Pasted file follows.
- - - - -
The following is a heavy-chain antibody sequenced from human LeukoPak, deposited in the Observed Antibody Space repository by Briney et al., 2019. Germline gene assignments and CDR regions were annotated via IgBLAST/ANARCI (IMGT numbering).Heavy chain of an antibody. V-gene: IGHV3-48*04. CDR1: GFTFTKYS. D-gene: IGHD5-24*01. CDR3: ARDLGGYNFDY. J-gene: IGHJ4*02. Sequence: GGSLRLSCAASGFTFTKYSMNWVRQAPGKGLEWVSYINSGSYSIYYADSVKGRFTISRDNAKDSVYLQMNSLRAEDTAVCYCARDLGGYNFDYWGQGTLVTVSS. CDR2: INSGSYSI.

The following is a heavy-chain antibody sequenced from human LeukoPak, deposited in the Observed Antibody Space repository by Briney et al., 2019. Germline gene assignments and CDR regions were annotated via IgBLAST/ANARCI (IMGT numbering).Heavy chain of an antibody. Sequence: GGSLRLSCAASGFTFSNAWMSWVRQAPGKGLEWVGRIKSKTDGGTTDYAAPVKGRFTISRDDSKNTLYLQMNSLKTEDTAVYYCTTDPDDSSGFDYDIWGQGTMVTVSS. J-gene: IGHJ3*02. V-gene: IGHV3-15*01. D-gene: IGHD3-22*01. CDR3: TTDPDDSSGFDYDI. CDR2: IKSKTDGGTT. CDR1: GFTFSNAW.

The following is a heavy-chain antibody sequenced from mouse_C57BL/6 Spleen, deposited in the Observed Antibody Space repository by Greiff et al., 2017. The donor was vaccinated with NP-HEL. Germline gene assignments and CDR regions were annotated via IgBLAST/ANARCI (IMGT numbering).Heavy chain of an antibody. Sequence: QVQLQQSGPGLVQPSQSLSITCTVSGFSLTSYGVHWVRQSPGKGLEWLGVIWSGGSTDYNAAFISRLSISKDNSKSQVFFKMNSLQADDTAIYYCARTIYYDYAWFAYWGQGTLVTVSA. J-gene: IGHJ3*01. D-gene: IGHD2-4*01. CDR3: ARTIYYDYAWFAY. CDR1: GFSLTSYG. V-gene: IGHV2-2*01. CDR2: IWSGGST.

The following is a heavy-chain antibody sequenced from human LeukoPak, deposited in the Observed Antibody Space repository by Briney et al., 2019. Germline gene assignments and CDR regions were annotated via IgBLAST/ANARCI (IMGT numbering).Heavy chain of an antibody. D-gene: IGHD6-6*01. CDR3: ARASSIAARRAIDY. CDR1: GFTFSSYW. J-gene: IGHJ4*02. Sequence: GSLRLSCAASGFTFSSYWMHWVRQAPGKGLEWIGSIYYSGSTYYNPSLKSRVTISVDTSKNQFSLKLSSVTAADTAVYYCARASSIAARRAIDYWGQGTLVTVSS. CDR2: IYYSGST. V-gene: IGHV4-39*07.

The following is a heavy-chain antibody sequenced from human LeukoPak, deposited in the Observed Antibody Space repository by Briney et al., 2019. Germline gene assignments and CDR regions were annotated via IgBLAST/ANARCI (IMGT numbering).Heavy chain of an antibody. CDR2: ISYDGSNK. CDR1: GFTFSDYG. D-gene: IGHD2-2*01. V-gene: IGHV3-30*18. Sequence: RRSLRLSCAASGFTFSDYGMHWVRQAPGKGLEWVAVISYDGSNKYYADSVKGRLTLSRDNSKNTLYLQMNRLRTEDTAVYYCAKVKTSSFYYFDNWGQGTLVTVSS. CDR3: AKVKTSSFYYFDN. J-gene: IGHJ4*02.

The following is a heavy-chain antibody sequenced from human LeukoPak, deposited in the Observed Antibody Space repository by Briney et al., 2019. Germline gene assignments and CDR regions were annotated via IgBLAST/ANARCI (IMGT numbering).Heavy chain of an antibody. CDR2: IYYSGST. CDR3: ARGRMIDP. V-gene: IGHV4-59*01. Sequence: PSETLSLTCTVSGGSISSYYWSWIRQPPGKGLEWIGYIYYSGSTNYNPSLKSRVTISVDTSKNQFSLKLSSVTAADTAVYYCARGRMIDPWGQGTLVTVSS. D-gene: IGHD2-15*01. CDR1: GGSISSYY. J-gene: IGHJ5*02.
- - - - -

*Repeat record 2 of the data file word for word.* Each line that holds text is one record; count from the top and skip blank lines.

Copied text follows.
The following is a heavy-chain antibody sequenced from human LeukoPak, deposited in the Observed Antibody Space repository by Briney et al., 2019. Germline gene assignments and CDR regions were annotated via IgBLAST/ANARCI (IMGT numbering).Heavy chain of an antibody. Sequence: GGSLRLSCAASGFTFSNAWMSWVRQAPGKGLEWVGRIKSKTDGGTTDYAAPVKGRFTISRDDSKNTLYLQMNSLKTEDTAVYYCTTDPDDSSGFDYDIWGQGTMVTVSS. J-gene: IGHJ3*02. V-gene: IGHV3-15*01. D-gene: IGHD3-22*01. CDR3: TTDPDDSSGFDYDI. CDR2: IKSKTDGGTT. CDR1: GFTFSNAW.